Architects as Leaders
Building Leaders was the theme of the American Institute of Architects (AIA) 2013 National Convention, for which I'm contributed a post. Building Leaders is a great theme, especially since it is hinting at the future and not assuming that Architects are presently leaders.
I am a residential architect. I am raising three boys. With two of them in their teen years, they are on a fast track to becoming men and leaders in whatever path they choose. My husband and I try to teach life lessons. You know, like: don’t eat dirt, follow your passion and take responsibility when you drop the ball.
I went to architecture school with a few guys who I am sure used to eat dirt. I’ve never met an architect that isn’t full of passion. The issue of taking responsibility when you drop the ball is what I believe we, as architects, need to pay close attention to.
The housing collapse and the architects’ role in it.
I know, beating a dead horse…but I just don’t think we get it. There were several causes of the burst bubble. It was greed, it was disreputable builders, it was bad banking. But architects seemed to duck their heads and look the other way when responsibility should have been taken. I don’t think it had anything to do with bad design or needing to “green” things up.
How did we contribute to the housing collapse? Residential architects quit taking responsibility. We stopped doing the hard things. We dropped the ball.
We all learned in school that, in the beginning, architects were master builders. What a romantic notion! I’m sure it was terribly difficult, but architects were leaders. In generations past, residential architects would design and follow through with contract administration. I’m sure it was a hard job, but architects were still leaders.
Not so long ago, builders said "We don’t need oversight." The architect was cut out from the building process. Banks said, "yeah, neither do we!" They sent their own guys to the field and they controlled all the information.
And architects sat around playing with their electric erasers. Architects were no longer leaders.
Architects no longer wanted to do the hard job. We let other professionals do the hard work of holding people accountable, making sure things were done the way they should be, following the money and being responsible for the results.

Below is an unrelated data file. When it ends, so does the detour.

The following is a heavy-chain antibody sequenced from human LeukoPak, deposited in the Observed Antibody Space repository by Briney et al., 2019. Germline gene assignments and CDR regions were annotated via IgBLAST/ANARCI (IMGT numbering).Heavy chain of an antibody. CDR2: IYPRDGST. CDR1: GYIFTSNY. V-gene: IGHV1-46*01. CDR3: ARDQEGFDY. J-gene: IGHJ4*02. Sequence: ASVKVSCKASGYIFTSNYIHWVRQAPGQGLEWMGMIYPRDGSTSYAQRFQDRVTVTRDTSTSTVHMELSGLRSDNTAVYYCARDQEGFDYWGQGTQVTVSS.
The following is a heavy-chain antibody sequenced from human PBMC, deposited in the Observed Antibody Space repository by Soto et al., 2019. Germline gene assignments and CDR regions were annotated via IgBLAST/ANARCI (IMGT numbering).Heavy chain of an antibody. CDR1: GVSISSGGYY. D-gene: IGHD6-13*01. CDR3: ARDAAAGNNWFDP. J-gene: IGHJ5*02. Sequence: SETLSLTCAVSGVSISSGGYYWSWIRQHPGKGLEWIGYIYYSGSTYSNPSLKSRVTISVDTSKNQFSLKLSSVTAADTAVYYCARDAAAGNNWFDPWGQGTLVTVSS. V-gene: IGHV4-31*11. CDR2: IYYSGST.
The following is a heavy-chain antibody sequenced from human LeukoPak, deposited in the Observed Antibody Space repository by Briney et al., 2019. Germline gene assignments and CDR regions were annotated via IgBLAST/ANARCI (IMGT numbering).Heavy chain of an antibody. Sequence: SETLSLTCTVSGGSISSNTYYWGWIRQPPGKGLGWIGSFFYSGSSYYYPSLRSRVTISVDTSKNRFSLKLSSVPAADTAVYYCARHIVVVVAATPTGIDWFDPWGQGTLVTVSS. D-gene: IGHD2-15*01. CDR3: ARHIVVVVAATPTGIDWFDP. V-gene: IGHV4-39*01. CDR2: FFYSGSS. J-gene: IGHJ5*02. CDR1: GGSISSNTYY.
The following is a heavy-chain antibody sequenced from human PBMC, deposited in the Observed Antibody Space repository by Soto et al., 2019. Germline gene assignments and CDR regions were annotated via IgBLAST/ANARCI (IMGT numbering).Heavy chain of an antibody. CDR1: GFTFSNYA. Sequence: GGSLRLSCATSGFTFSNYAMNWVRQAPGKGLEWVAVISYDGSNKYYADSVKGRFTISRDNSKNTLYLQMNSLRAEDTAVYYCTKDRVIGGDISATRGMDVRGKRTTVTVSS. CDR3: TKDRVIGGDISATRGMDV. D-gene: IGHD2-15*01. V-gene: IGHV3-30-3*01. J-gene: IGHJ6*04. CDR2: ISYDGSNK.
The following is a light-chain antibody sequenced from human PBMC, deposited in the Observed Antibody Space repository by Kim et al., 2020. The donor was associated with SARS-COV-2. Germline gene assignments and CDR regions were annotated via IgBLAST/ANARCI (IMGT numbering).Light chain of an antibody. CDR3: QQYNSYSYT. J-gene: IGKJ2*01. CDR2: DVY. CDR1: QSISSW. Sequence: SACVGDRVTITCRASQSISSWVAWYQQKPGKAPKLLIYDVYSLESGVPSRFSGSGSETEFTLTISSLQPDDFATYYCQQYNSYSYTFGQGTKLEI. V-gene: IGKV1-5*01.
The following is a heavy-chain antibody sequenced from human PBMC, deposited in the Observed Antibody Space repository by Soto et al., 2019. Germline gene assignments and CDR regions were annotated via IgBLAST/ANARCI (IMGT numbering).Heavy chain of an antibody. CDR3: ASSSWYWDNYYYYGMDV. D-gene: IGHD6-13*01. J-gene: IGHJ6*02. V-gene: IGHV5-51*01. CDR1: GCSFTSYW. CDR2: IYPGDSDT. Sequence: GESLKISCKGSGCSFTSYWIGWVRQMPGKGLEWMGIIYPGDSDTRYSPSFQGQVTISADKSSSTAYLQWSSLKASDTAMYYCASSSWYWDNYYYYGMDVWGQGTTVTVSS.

These are not the glamorous parts of the job. They are not the parts that give you glossy photos and accolades at cocktail parties. But clients pay professionals who do the hard jobs, who take responsibility and lead.
We have given away our spot as leader, but I truly believe we can earn it back. Taking responsibility is the first step to becoming a leader.
Now if you are skimming this blog, you are going to want to dial back in. I’m not going to spend the rest of this article telling you how we should go back and everyone hire an architect and it would all be hunky dory. (Although we should, and it would). I’m not naive enough to think that clients would believe it. And I’m certainly not arrogant enough to try to swing a whole industry mindset.
For better or worse our clients have become a community of DIYers -- just look at the TV channels dedicated to it. My passion now is to work at furthering architects’ responsibilities in residential architecture. Residential clients need guidance through the residential building process because the industry is a mess right now. They just don’t know what it looks like. There is a huge hole left where architects used to fit in, but it looks much different now. You know, round peg – square hole.
Our hard job right now is to find the shape of what we can offer. It is hard work. But that’s ok, because architects ARE leaders.
I’d love to hear what you think. Have personal experience with this? Leave me a comment and let’s discuss.
As Founder and Principal Architect of Springhouse Architects, Sheri’s mission is to lead Clients through the building process with the Clients in control and Springhouse as their guide, advocate and ally. With over twenty years experience in Residential Architecture, Sheri brings knowledge and confidence to your custom home project.